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Catholic Homeschool Articles, Advice & Resources
Mental Independence: Why Students Must Start Thinking for Themselves - by Ginny Seuffert

Mental Independence: Why Students Must Start Thinking for Themselves

This is the sixth article in the series How to Get an Elite Prep School Education on a Homeschool Budget.

Award-winning teacher John Taylor Gatto has identified fourteen themes of elite private schools where wealthy influential families groom their children to assume positions of authority. Gatto understands that government schools are too often producing students who will lack the capacity to lead, leaving members of a small privileged group to make policy for the rest of us.

We homeschoolers do not have to accept this fate for our children, and by studying Gatto’s themes, we can provide students with a top-flight prep school education at a tiny fraction of the cost.

Gatto’s sixth theme is that entitled students are given ample opportunity to work independently.

Gatto asserts, and my own experience confirms, that government schools charge teachers with filling about 80 to 90% of students’ time in class and often send home hours of directed homework. Students are not left alone to work out their classroom assignments, but increasingly are instructed to collaborate with other students, a process sometimes referred to a peer directed learning.

Common Core teachers report that students must justify answers according to set formulas, and are constantly groomed to spit out set answers for standardized tests. Rarely are children allowed to explore solutions, perhaps fail, learn from failure, and gain personal mastery.

1. In the not too distant past, children needed to think for themselves.

In former times, many working class kids learned to think and work independently when their labor was required on the family farm or in the family business. In Farmer Boy, author Laura Ingalls Wilder recounts how young Almanzo Wilder received an ox yoke for his ninth birthday so he could begin training calves by himself.

After hitching the calves to the yoke, his father left him alone to figure out how to train the calves to respond to simple commands. On his own, young Almanzo used food as a reward, and had the calves obeying his commands in one session.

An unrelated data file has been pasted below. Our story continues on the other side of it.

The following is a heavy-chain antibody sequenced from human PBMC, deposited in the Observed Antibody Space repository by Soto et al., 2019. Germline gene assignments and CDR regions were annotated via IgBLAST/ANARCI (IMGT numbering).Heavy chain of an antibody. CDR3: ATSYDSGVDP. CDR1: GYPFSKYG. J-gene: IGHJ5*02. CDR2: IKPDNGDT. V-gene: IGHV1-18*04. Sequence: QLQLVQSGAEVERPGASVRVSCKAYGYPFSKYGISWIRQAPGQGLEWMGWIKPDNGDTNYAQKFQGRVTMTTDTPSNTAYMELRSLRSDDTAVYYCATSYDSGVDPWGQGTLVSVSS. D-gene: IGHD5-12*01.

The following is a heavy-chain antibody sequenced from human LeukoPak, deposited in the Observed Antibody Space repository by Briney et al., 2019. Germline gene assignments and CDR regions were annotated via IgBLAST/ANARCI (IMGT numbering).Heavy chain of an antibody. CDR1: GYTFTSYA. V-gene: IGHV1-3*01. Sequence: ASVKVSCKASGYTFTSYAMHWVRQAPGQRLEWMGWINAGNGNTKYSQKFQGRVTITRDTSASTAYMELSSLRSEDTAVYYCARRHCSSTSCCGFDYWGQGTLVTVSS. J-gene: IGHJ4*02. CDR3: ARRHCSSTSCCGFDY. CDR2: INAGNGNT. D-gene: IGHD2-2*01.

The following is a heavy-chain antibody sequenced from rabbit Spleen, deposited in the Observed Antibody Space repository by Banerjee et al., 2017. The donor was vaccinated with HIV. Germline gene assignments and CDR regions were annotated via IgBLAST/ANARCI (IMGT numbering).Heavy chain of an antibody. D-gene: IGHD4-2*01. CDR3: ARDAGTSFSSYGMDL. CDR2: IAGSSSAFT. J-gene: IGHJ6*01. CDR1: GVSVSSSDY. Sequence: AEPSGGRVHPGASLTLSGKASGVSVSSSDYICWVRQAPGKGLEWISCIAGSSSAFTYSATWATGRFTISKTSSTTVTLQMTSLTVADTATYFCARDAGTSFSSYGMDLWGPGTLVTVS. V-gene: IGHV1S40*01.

When I was a child, organized sports were not nearly as common as today. Groups of neighborhood kids would play pick-up sports, forming teams, picking captains and negotiating rules with virtually no adult input. Commonly, at what would now seem remarkably young ages, children were sent on errands to various businesses, often walking or taking public transportation by themselves.

School-age children would leave home in the morning and often not see their parents again until “the streetlights came on.” They were expected to behave responsibly without constant adult supervision.

2. No More Independence. My, how times have changed!

Now parents arrange play dates, and children are supervised constantly (and understandably, considering some of the ominous changes in American society). Sports are adult directed and children have no idea how to play without supervision. Even homeschooling moms complain that children goof off as soon as mom’s back is turned. This problem must be addressed early and consistently.

Much like our pioneer ancestors, the best way is to give our children real work—apart from their studies—show them how to do it, and then leave them to work on it alone. Offer correction only when strictly necessary and praise them for a job well done. Follow a similar method for schoolwork.

If a child dawdles at math, for example, give him a reasonable amount of time to finish it, perhaps forty-five minutes. After that the book is closed, and the remainder of the lesson has to be finished during TV, playtime, or even over the weekend. Don’t argue and don’t hover.

3. Children must learn to think and work by themselves.

  • Children who do not look to their peers for guidance and approval are more likely to make prudent decisions.
  • Students learn it is okay to fail, and learn how to seek solutions for problems.
  • They gain self-confidence.
  • They show more focused initiative.

All of these benefits are becoming increasingly important in the United States at this time in history. Not that long ago, and still today in other cultures, extended families and close-knit communities gave needed aid to the disabled or persons experiencing a crisis. That society is quickly disintegrating, leaving many Americans dependent on government.

You give your children a tremendous advantage by encouraging traits of independent thought, confidence, and self-reliance. There’s a saying I picked up from my blue-collar ancestors, “If you want a helping hand, you’ll find one on the end of your arm.”

Make sure your children know where to find their helping hands.


About Ginny Seuffert

Ginny Seuffert has been a leading writer and speaker about homeschooling and Catholic family life for more than two decades. She has given hundreds of talks at conferences and written three books. Meet Ginny | Ginny's Books
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